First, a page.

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Convicted sex offender Graham James holds Hockey News man of the year award in Toronto in this June 8, 1989 file photo. (Bill Becker/THE CANADIAN PRESS)
Convicted sex offender Graham James holds Hockey News man of the year award in Toronto in this June 8, 1989 file photo. (Bill Becker/THE CANADIAN PRESS)

Pardon crackdown demands more staff, cash and online sleuthing skills Add to ...

Canada's strict new regime for granting criminal pardons is turning civil servants into psychologists, spies and even Internet sleuths, The Canadian Press has learned.

The Parole Board of Canada says it will need more staff, new funding, better training and access to intelligence sources ranging from Facebook to Interpol in order to enforce rules unanimously adopted by Parliament.

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The logistical and operational challenges are detailed in documents obtained under the Access to Information Act. The internal notes stress that the impact of last summer's legislative change "has been, and will be, significant."

A law rushed through Parliament with all-party agreement last June requires the board to assess the behaviour of pardon applicants from the time of their conviction to ensure granting a pardon would not "bring the administration of justice into disrepute."

The changes came in reaction to revelations by The Canadian Press that former coach and convicted sex offender Graham James had been quietly pardoned for sex convictions involving three young hockey players dating from 1971.

Last October, Mr. James was charged with nine new sex counts involving three additional teenagers under his influence from the late 1970s into the early '90s.

With some 32,000 pardon applications annually, the switch from a system that was all but automatic to one requiring detailed personal assessments is a huge challenge.

"There's no question that the process is going to be lengthier," said Caroline Douglas, a spokeswoman for the parole board.

"It's more complex. There are more investigations that are required. So there will be more work involved with processing each and every pardon application that comes to the board."

Internal notes from late May say the onus would be on the applicant to show that a pardon "would help sustain his or her rehabilitation as a law-abiding member of society."

"Senior pardon officers may need to access psychological tools to analyze the conduct, the nature, the gravity and duration of the offence before determining whether to recommend suspension of a record in some situations."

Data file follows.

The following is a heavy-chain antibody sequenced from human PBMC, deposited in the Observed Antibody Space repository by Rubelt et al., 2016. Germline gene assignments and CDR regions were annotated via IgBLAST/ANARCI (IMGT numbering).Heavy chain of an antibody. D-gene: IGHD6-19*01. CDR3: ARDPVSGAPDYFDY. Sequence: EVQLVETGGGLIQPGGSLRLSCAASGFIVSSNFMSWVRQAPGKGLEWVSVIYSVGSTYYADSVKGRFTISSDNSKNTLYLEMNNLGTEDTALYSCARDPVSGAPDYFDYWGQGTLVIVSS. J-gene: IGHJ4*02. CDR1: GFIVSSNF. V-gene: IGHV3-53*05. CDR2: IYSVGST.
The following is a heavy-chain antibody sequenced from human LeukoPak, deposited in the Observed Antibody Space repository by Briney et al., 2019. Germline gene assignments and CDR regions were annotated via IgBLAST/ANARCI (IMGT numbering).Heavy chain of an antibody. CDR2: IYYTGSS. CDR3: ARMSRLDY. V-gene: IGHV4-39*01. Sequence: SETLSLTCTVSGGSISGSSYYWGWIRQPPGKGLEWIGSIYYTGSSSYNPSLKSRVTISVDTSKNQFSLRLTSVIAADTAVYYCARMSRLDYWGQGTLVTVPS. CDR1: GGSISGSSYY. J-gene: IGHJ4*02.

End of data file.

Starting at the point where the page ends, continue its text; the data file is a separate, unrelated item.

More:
In additional to new information-sharing arrangements with Interpol, the Canada Border Services Agency and Citizenship and Immigration, pardon officers were given "data mining courses" and access to social networking sites such as Facebook and Twitter.

"We will examine these involvements in such social networks to help us understand and explain [pardon applicants']behaviour and attitudes individually and within a network of members, and to make sure they are law-abiding citizens before going ahead with a recommendation to grant an applicant with a pardon," say the documents.

There are currently just 19 people assessing pardon applications in Canada. But the board is not yet ready to say whether pardon applications are piling up.

"It probably would be premature to say that we have a backlog, given that we're still in the process of putting in place the requirements to make sure we meet the legislative [demands]" Ms. Douglas said in an interview Tuesday.

The board is still assessing how much more staff and funding are needed, she said.

"More resources are required to meet those legislative changes, but the full analysis of what is required - that takes time. I don't have an answer as to the bottom line of what we're looking at."

One aspect of the public program has already changed. The $50 application fee for a pardon, set in 1994, has been tripled to $150 and likely will increase further.

"The $150 certainly is going to help, but it's not going to cover all of the costs involved with running the program," Ms. Douglas said, adding the board is looking at an additional fee increase.

The documents say the parole board also pondered streamlining the initial application process by having Service Canada - the one-stop government kiosks set up to help Canadians access many federal programs and services - handle pardon applications.

Currently, about 25 per cent of all applications contain errors, and a large private industry has emerged to assist people seeking criminal pardons. One parole board briefing note refers to such companies as offering "questionable services."

Ms. Douglas said Service Canada will answer general questions about the pardons process but will direct would-be applicants to the parole board.

"At this time there's no firm plan to change that."

 

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